Ashley Mallett
Former Australia offspinner

Five to do it all

Allrounders who could bat, bowl and sometimes field their sides to victory

Ashley Mallett

July 10, 2012

Comments: 170 | Text size: A | A

Garry Sobers bludgeons Illingworth for another four, England v West Indies, Old Trafford, June 12, 1969
Garry Sobers: the man who could do everything © The Cricketer International
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There are two certainties in this cricketing life: Don Bradman was the greatest of all batsmen, and Garry Sobers was undoubtedly the game's best all-round cricketer.

Sobers was cricket's lion, and he heads my pride of the five best allrounders I've seen. Because of his mercurial all-round ability, Sobers must be crowned the greatest player in cricket history. Statistics don't always tell the full story, but his stats aren't half bad: 93 Tests, 8032 runs at 57.78, with 26 centuries and a career best of 365 not out. With the ball, bowling left-arm fast, wrist- or orthodox spin, he took 235 wickets at 34.03 with six five-wicket hauls and a career best of 6 for 73.

He also took 109 catches, some of them seemingly impossible ones at backward short-leg. During a charity match in Adelaide in which I played alongside Sobers, he took a catch off my bowling at short midwicket. There was not the hint of a sound. Another catch, again no sound. Twice the ball had disappeared into a pouch of fur: Sobers was the epitome of the iron fist in the velvet glove.

Bradman reckoned Sobers' 254 against Australia for the Rest of the World team at the MCG in 1972 was the "best innings I've seen in Australia".

Sobers had a sense of history and of fair play. When South Africa played South Australia at the Adelaide Oval in 1963-64, he sidled up to his state captain, Les Favell, and asked: "Is it okay, skipper, if I wear my Test cap?" Favell said he couldn't care what cap Sobie wore, but he was intrigued as to why his great allrounder wanted to don the West Indies cap. With a not-so-subtle swipe at the injustices of the apartheid system, Sobers said: "I believe it is time these Springboks got a good, long look at the West Indies cap I am wearing." He got a big hundred.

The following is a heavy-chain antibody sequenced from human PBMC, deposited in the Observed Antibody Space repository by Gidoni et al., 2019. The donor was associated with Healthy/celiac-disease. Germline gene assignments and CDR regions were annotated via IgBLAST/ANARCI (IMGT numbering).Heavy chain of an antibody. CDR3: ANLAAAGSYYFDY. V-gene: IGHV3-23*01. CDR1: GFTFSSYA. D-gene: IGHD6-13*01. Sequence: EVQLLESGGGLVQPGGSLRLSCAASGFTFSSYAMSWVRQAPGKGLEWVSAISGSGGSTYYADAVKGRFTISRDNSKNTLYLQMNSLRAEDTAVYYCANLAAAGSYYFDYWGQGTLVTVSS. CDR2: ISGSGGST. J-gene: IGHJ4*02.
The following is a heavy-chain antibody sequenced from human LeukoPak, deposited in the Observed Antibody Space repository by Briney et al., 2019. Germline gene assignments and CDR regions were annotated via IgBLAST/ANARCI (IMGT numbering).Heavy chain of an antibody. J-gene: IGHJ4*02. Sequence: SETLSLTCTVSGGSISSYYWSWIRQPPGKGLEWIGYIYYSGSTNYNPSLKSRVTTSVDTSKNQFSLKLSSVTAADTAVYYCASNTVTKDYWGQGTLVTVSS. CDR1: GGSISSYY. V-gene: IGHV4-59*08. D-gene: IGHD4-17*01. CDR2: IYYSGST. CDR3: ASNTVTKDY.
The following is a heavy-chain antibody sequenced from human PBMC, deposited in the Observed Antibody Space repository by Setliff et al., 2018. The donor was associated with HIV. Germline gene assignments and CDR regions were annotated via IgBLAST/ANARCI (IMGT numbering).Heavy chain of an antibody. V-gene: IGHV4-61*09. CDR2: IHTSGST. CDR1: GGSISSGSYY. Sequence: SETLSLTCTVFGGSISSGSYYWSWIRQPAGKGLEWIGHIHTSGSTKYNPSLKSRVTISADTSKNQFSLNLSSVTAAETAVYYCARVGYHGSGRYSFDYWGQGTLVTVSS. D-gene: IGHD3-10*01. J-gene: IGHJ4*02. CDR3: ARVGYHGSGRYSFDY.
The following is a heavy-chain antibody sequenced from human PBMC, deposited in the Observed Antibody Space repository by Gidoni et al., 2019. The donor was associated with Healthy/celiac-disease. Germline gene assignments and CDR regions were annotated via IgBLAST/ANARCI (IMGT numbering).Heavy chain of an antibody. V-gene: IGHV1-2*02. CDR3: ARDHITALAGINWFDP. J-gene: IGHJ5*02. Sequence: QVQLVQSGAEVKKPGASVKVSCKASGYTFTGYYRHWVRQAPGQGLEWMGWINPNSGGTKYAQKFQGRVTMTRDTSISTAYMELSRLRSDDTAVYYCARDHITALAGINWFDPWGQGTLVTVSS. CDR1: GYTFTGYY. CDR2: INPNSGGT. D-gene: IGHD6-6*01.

There have been a few better batsmen than Sobers, also a number of superior bowlers, but as a complete package - batsman, bowler, fieldsman, cricket thinker - he reigns supreme. There was an ease of motion to this man which bordered on the poetic; in a cricketing sense Sobers on the prowl was something to behold.


Second to Sobers, in terms of skill and an innate ability to perform when needed, was Keith Miller. Miller was right out of the Boy's Own Annual. He was a war hero and a supreme athlete with the sort of star quality we associate with stage and screen. In 55 Tests he hit 2958 runs at 36.97, with seven hundreds, and he took 170 wickets at an average of 22.97, with a career-best 7 for 60 among his seven bags of five wickets or more in an innings.

Sir Leonard Hutton told me that the best bowler he ever faced was SF Barnes. Barnes was 62, Hutton a boy of 16, but on the Test stage, Hutton said, "the most dangerous bowler was undoubtedly Keith Miller". He was just as likely to bowl a legbreak as he was a fast outswinger in his first over of a Test match. He batted and bowled on whim and the need of the side. If Australia were in trouble he lifted a few gears and got the job done.

In 1969, Miller turned up to take part in a coaching film. All he had to do was to bowl three balls at an unprotected set of stumps. He walked past me where I stood some seven paces back from my mark and said, "Ahem, son, I'll pitch leg and hit off." His first and third balls did precisely that: the ball was propelled at a speed at least as fast as Graham McKenzie, who was a fast bowler for Australia then. The seam was perfectly upright and it pitched on both occasions on the line of leg stump and broke like a Shane Warne legbreak to hit the top of off stump.